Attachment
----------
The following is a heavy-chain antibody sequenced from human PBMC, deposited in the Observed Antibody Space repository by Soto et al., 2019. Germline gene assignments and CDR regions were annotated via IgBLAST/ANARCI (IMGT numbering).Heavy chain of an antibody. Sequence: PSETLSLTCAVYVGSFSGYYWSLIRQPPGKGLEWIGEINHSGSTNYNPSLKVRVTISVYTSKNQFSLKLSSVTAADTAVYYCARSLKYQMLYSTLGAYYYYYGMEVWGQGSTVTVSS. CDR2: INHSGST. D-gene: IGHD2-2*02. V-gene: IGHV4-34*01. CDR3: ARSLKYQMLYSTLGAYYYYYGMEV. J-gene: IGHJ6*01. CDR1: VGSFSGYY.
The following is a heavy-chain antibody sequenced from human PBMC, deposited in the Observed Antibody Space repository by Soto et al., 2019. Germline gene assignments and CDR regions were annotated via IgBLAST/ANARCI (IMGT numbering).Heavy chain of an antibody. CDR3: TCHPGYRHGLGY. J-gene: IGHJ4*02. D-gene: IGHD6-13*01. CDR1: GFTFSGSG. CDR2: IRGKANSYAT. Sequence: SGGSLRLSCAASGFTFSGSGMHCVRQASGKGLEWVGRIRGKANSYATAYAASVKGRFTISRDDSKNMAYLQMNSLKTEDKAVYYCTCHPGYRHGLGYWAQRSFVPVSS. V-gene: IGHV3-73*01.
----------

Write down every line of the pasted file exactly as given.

The following is a heavy-chain antibody sequenced from human PBMC, deposited in the Observed Antibody Space repository by Soto et al., 2019. Germline gene assignments and CDR regions were annotated via IgBLAST/ANARCI (IMGT numbering).Heavy chain of an antibody. Sequence: PSETLSLTCAVYVGSFSGYYWSLIRQPPGKGLEWIGEINHSGSTNYNPSLKVRVTISVYTSKNQFSLKLSSVTAADTAVYYCARSLKYQMLYSTLGAYYYYYGMEVWGQGSTVTVSS. CDR2: INHSGST. D-gene: IGHD2-2*02. V-gene: IGHV4-34*01. CDR3: ARSLKYQMLYSTLGAYYYYYGMEV. J-gene: IGHJ6*01. CDR1: VGSFSGYY.
The following is a heavy-chain antibody sequenced from human PBMC, deposited in the Observed Antibody Space repository by Soto et al., 2019. Germline gene assignments and CDR regions were annotated via IgBLAST/ANARCI (IMGT numbering).Heavy chain of an antibody. CDR3: TCHPGYRHGLGY. J-gene: IGHJ4*02. D-gene: IGHD6-13*01. CDR1: GFTFSGSG. CDR2: IRGKANSYAT. Sequence: SGGSLRLSCAASGFTFSGSGMHCVRQASGKGLEWVGRIRGKANSYATAYAASVKGRFTISRDDSKNMAYLQMNSLKTEDKAVYYCTCHPGYRHGLGYWAQRSFVPVSS. V-gene: IGHV3-73*01.